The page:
Town of carlisle for the year ending

Yüklə 2,39 Mb.
ölçüsü2,39 Mb.
1   ...   34   35   36   37   38   39   40   41   ...   44
Part-time drivers @ approx. 30-60 (total) hrs/wk. as needed

(Town funded and partly reimbursed by LRTA)

Newsletter Formatting Consultant Monthly Stipend

(Funded by a Community Chest Grant)

Volunteers: 5,500 hours each year of volunteer time are coordinated by COA staff, resulting in a significant financial savings to the Town of Carlisle, as well as an advanced quality of life to our citizens. If these 5,500 hours were paid at minimum wage ($8/hour), the town saves $44,000. per year, and if performed by staff at Grade 1 ($15/hour) the town has saved $82,500.

Social Services - (for ALL Carlisle residents, not only seniors!) The COA manages the Senior Tax Worker program, Food Assistance, Fuel Assistance, caregiver support, and the Friendly Visitor program. In addition, the COA makes referrals to our part-time licensed Social Worker or other providers for protective services or other mental health or legal issues. We provide extensive information via phone from the COA office at Town Hall, and links on the COA web site. Our LICSW consultant works with residents and families enabling them to receive supportive services, including help from the Visiting Nurses Association, financial assistance, and providing other information on social programs, which allows residents to age in place.
Physical Needs- The COA coordinates the Meals on Wheels program with Minuteman Senior Services, our federally-designated area agency on aging. The Lowell Regional Transportation Authority (LRTA) transportation program is managed through the COA, and offers rides to medical appointments, grocery and other trips, and offers access to services both in and out of town. The COA offers a wide variety of fitness and exercise programs geared toward seniors of all physical abilities. In addition, we provide blood pressure and podiatry clinics, as well as many meal options each month. We help the Board of Health with annual flu clinics and emergency planning, and were responsible for opening and helping to run the shelter during this year’s October Storm.
Socialization Opportunities- ALL of our programs have the goal of outreach, promoting the ability of seniors to remain socially active as they age and to decreasing the incidence of isolation and depression in the elderly. We accomplish this by men’s and women’s breakfasts, monthly coffees and lunches, day trips, fitness programs and after-lunch programs, as well as a variety of Outreach programs.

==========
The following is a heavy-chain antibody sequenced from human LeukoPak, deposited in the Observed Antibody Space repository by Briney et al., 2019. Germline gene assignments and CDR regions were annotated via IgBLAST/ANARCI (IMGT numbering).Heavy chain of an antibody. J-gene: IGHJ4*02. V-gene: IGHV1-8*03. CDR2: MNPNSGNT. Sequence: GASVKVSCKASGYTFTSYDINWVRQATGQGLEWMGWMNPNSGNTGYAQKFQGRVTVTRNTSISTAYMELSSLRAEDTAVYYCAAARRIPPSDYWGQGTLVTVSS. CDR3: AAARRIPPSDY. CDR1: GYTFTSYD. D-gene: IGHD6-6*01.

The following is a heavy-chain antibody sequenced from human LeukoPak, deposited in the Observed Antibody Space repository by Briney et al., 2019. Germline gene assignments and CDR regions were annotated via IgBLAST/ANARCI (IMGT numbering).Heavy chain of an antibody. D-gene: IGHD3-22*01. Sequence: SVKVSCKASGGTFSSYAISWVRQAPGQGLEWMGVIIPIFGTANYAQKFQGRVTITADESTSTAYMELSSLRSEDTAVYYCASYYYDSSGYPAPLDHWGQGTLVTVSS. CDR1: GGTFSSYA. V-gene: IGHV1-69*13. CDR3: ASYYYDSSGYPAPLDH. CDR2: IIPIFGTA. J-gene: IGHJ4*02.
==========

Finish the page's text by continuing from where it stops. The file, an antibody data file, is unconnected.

Educational/Brain Health Needs- We offer seminars and lectures focused on educating seniors on subjects such as tax relief, housing options, health issues, poetry groups, cultural programs, and much more.
Transportation- The Town of Carlisle is reimbursed by the LRTA for up to $25,715.60 per year, in exchange for the COA management of transportation services. The goal of this program is to help seniors be able to get where they need to be when they need to be there, and maintain their independence, always trying to provide transportation at low-cost. We provide transportation to local medical appointments, local shopping and area events using the COA van, the RecCom van when available and friendly drivers using their own cars. If we cannot provide the transportation service desired by a senior, we help them find what they need through other resources in the area.
2011 Highlights-

  • Our main accomplishment in the past 12 months has been to develop a 3 year long-range plan including budgets for each year. Through data collection and analysis, we have been able to assess the needs of our burgeoning senior population through a combined effort that includes: expanding our clinic offerings, establishing regular transportation routes, acquiring a dedicated Senior Space and supporting the efforts of town departments that can provide tax relief and housing options, to ensure the long term residency of Carlisle’s Seniors.

  • Since August this year, we have an Administrative Assistant working 12 hours per week in our office.

  • We now receive funds from the Friends of the Carlisle Council on Aging (FCCOA) through a grant, and the COA Director now manages the funds rather than the FCCOA Treasurer.

  • Our Transportation Coordinator, Carol Killpartrick, resigned in early December 2011.

  • Our Transportation program has grown dramatically due mostly to increased demand for rides to medical appointments. In FY11, our LRTA statistics show in October 64 vehicle hours and 12 work days (most days with more one van in use) compared to FY12 October: 178 vehicle hours and 24 work days (again, most days with more than one van in use.) At this time, we own one vehicle to transport seniors in, and we borrow the Recreation Department’s van when we are able to. The availability of this second van is becoming more and more limited, due to the needs of the Recreation Department. We have been struggling to support the demand with two vans and help from many volunteer friendly drivers. If we do not have use of a second van, many seniors will have to look elsewhere to pay for these transportation services.

  • Grants and Reimbursements represent 25% of our entire annual budget.

Popular Programs this year:

  • Martial Arts, Boston Symphony Orchestra Open Rehearsal Series, Community Conversations, Ballroom Dancing Classes, Opera and Modern Art Lecture Series, Senior Poetry Group, Senior Moments at Ferns (coffee hour with blood pressure checks), Restaurant Review group, Spring Fling Dance, Texas Hold ‘Em lessons, and always the Monthly Coffee.

  • SHINE (Serving Health Information Needs for the Elderly) seminar on Medicare Changes